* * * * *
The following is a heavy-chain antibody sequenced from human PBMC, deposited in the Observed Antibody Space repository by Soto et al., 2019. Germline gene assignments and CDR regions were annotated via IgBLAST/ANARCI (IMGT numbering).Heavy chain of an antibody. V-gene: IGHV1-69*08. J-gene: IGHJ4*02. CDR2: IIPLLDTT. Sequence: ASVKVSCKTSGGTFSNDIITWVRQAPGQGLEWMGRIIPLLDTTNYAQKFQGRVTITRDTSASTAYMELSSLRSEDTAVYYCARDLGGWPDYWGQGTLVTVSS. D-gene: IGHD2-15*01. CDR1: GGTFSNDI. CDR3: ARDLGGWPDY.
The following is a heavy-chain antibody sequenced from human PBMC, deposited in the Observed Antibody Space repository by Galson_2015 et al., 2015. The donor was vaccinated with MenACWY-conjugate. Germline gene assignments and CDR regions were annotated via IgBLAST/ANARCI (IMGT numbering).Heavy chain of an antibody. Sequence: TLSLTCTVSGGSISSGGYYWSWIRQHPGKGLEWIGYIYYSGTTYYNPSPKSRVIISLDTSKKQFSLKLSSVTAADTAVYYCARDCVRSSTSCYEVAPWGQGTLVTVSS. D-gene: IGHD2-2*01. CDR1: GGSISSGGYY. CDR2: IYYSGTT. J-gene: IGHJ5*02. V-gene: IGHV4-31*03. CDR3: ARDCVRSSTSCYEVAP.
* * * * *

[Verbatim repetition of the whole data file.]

The following is a heavy-chain antibody sequenced from human PBMC, deposited in the Observed Antibody Space repository by Soto et al., 2019. Germline gene assignments and CDR regions were annotated via IgBLAST/ANARCI (IMGT numbering).Heavy chain of an antibody. V-gene: IGHV1-69*08. J-gene: IGHJ4*02. CDR2: IIPLLDTT. Sequence: ASVKVSCKTSGGTFSNDIITWVRQAPGQGLEWMGRIIPLLDTTNYAQKFQGRVTITRDTSASTAYMELSSLRSEDTAVYYCARDLGGWPDYWGQGTLVTVSS. D-gene: IGHD2-15*01. CDR1: GGTFSNDI. CDR3: ARDLGGWPDY.
The following is a heavy-chain antibody sequenced from human PBMC, deposited in the Observed Antibody Space repository by Galson_2015 et al., 2015. The donor was vaccinated with MenACWY-conjugate. Germline gene assignments and CDR regions were annotated via IgBLAST/ANARCI (IMGT numbering).Heavy chain of an antibody. Sequence: TLSLTCTVSGGSISSGGYYWSWIRQHPGKGLEWIGYIYYSGTTYYNPSPKSRVIISLDTSKKQFSLKLSSVTAADTAVYYCARDCVRSSTSCYEVAPWGQGTLVTVSS. D-gene: IGHD2-2*01. CDR1: GGSISSGGYY. CDR2: IYYSGTT. J-gene: IGHJ5*02. V-gene: IGHV4-31*03. CDR3: ARDCVRSSTSCYEVAP.